This was well after Chris Bosh was honored at midcourt Friday night at FTX Arena for his induction prior to the season into the Naismith Memorial Basketball Hall of Fame.
The moment came as Erik Spoelstra was walking back to the coaching suite following his team’s 120-108 victory over the Oklahoma City Thunder.
There, coach and center from the Heat’s 2012 and ‘13 championship teams paused for a moment together to discuss what might have been.
Or, more to the point, what could have been even at this moment.
At 37, Bosh is only 14 months older than current Heat starting power forward P.J. Tucker. But after dual bouts with blood clots and the inherent dangers of pushing forward, Bosh finds himself five years removed from a game that looks little like what he left behind.
And that, Spoelstra and Bosh agreed, is a shame when it came to career timing.
“You look at it now, we would have used him so much differently,” Spoelstra said of the intervening change in NBA playing style, where Bosh’s outside shooting and defensive versatility have become touchstones of league success in the 2020s. “It crazy how much differently I would have used him. I just didn’t have the library, the thought, the creativity, the thought process at that time. And it’s a shame. He really could have unlocked his skill level.
“He would be a perfect fit with this team, and that would be with Bam [Adebayo]. He’d be incredible. But the way he could space the floor, his skill level, his ability to draw fouls, his ability to put the ball on the floor and create. In this kind of game now, if I just had the foresight at all to be able to see this ahead of time, he would have been even better, if there’s another level of Hall of Fame. So I’ll take the hit on that one.”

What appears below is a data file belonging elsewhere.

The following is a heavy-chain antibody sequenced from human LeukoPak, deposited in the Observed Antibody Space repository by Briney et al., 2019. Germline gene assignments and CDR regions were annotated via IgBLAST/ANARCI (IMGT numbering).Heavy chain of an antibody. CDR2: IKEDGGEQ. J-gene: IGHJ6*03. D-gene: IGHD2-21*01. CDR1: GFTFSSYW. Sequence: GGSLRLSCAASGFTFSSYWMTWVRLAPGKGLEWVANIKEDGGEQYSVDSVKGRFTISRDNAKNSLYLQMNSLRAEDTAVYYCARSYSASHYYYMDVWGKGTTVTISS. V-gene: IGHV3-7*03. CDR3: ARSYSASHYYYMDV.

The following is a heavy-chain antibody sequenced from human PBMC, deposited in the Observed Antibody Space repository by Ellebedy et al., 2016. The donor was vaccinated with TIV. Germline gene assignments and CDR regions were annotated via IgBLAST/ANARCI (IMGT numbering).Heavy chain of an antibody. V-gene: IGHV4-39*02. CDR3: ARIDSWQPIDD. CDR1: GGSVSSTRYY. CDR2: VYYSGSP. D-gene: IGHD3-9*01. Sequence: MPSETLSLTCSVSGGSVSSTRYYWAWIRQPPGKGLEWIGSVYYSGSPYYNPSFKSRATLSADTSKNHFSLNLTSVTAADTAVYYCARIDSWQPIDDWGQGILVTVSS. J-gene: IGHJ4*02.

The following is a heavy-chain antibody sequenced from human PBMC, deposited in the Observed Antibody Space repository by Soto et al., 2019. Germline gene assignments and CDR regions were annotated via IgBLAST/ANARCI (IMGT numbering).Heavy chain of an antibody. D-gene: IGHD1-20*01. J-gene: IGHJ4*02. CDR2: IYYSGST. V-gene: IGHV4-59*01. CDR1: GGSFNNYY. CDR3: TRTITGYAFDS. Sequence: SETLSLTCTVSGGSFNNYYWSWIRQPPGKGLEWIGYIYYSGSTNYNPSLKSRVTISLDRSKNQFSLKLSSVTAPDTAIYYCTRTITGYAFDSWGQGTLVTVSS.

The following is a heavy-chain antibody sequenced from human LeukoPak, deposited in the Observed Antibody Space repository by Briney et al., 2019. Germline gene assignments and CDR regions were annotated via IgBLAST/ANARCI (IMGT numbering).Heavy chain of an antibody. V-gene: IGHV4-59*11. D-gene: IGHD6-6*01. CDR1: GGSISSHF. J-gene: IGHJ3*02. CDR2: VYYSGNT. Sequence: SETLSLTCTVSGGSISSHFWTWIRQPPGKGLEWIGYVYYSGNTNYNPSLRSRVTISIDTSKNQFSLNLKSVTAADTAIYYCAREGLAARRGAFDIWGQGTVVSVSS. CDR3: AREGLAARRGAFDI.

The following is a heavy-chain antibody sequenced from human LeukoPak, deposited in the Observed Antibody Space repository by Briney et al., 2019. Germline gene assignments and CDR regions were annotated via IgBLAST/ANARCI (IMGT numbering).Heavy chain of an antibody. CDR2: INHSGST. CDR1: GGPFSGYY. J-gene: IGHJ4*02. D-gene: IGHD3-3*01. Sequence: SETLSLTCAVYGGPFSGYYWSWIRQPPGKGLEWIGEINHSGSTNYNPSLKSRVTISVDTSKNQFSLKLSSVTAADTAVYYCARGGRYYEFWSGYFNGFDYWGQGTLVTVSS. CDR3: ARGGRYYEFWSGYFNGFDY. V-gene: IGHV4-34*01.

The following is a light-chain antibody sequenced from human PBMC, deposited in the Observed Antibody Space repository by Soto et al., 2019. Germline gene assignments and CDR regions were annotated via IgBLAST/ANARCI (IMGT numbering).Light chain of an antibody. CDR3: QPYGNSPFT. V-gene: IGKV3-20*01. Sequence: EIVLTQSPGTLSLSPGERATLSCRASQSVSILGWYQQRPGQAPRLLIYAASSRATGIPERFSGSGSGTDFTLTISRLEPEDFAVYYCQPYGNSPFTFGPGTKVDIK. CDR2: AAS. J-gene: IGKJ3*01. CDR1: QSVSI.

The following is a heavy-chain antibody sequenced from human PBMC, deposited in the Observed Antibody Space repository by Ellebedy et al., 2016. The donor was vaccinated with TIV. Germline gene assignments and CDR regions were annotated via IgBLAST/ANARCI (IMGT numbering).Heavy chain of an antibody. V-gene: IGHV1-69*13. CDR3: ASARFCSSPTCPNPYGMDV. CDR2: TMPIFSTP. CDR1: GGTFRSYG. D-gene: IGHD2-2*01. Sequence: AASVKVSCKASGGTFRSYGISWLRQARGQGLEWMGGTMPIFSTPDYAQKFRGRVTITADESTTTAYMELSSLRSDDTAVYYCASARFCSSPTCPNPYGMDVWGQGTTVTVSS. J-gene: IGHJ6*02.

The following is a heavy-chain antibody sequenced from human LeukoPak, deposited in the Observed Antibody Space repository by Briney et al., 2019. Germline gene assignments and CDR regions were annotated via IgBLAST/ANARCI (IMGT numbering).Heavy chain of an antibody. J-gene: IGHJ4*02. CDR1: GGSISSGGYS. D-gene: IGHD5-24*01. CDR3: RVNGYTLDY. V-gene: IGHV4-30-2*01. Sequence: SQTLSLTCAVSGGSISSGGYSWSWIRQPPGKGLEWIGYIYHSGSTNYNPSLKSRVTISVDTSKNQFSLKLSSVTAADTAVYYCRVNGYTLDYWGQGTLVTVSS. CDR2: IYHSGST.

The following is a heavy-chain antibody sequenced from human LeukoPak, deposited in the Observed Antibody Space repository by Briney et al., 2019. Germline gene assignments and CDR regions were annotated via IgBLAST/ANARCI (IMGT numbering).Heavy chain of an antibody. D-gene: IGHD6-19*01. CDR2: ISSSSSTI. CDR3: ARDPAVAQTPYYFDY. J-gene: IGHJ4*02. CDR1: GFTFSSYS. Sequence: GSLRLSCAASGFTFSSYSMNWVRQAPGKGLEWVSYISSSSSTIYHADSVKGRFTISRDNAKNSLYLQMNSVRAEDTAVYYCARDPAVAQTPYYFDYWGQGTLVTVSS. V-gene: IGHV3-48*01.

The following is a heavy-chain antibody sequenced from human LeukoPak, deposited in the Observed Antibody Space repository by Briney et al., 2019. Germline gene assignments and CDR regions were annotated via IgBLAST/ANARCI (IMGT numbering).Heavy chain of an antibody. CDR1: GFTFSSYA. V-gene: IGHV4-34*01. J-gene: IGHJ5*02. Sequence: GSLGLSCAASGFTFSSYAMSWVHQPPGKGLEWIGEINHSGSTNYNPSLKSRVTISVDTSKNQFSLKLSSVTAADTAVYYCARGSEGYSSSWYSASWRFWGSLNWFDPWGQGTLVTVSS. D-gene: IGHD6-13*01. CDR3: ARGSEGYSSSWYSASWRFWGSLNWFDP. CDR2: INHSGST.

While moments such as Friday’s halftime ceremony have allowed Bosh to remain in touch with the game and also have softened the blow of a premature end to his career, he said he can’t help but consider the types of what-ifs raised by Spoelstra.
“With the way the play is going on now,” Bosh said from the same podium where he previously had spoken following Heat playoff games, “it’s amazing just to see the spread and the movement and playing faster. And now you can shoot it, and nobody will say anything. You can just shoot the shots you want.
“For me, I didn’t know it would be this fast and this many threes; I’m not going to lie to you. But I remember, even in the last couple of years I was playing, especially that last year, I was feeling like, ‘I shot five threes today. I can shoot more. And I think we can play a little faster.’
“I do miss the game, not in a sense where I want to play it. I am definitely envious of the guys who get to play in this era of ball.”
In that regard, amid his travels and off-court pursuits, perhaps it is better the interactions with Adebayo are somewhat limited.
“I told Bam all the time, I would shoot way more if I was in that offense,” Bosh said with a smile. “It wouldn’t even be close. He’s more giving.”
From the outside, Bosh said it remains apparent what still burns inside the Heat, something he said bodes well for the impending playoff run.
“I mean, just the fact that they’ve been able to sustain the play throughout all the injuries and guys being out during COVID and the different lineup switches and stuff like that, anytime you’re coming into this part of the season having homecourt advantage is what you want, Bosh said.
“They’re a complete team. I know they want to get more minutes with their main guys, with [Kyle] Lowry and Bam and all this stuff, but I’m sure as the season wears on and as they continue to figure it out, they’ll be able to come around and compete. You’re going to have to beat them here, and that’s not going to be an easy task.
“I mean, really the sky’s the limit for this team, on top of what they can do regarding this year and the years after.”
Source: Berkshire mont